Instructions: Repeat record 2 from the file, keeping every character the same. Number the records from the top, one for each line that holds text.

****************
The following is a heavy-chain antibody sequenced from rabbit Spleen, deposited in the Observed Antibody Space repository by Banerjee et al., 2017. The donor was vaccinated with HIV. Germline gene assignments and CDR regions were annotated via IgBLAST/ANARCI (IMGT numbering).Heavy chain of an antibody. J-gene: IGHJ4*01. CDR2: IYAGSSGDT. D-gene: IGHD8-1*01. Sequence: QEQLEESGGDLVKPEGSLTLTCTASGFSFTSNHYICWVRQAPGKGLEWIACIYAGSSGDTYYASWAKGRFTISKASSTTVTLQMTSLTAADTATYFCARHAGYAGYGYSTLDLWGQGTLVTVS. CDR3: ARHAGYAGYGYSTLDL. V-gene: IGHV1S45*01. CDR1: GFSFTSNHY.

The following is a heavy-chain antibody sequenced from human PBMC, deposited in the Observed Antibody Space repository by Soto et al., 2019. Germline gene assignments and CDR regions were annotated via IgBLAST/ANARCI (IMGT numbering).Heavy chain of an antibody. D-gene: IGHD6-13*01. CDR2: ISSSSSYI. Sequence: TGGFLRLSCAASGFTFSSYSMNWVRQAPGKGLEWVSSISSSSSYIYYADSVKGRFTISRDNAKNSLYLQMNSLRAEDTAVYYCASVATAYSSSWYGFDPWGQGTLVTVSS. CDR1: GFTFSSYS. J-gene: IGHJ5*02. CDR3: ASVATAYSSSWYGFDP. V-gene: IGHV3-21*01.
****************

The following is a heavy-chain antibody sequenced from human PBMC, deposited in the Observed Antibody Space repository by Soto et al., 2019. Germline gene assignments and CDR regions were annotated via IgBLAST/ANARCI (IMGT numbering).Heavy chain of an antibody. D-gene: IGHD6-13*01. CDR2: ISSSSSYI. Sequence: TGGFLRLSCAASGFTFSSYSMNWVRQAPGKGLEWVSSISSSSSYIYYADSVKGRFTISRDNAKNSLYLQMNSLRAEDTAVYYCASVATAYSSSWYGFDPWGQGTLVTVSS. CDR1: GFTFSSYS. J-gene: IGHJ5*02. CDR3: ASVATAYSSSWYGFDP. V-gene: IGHV3-21*01.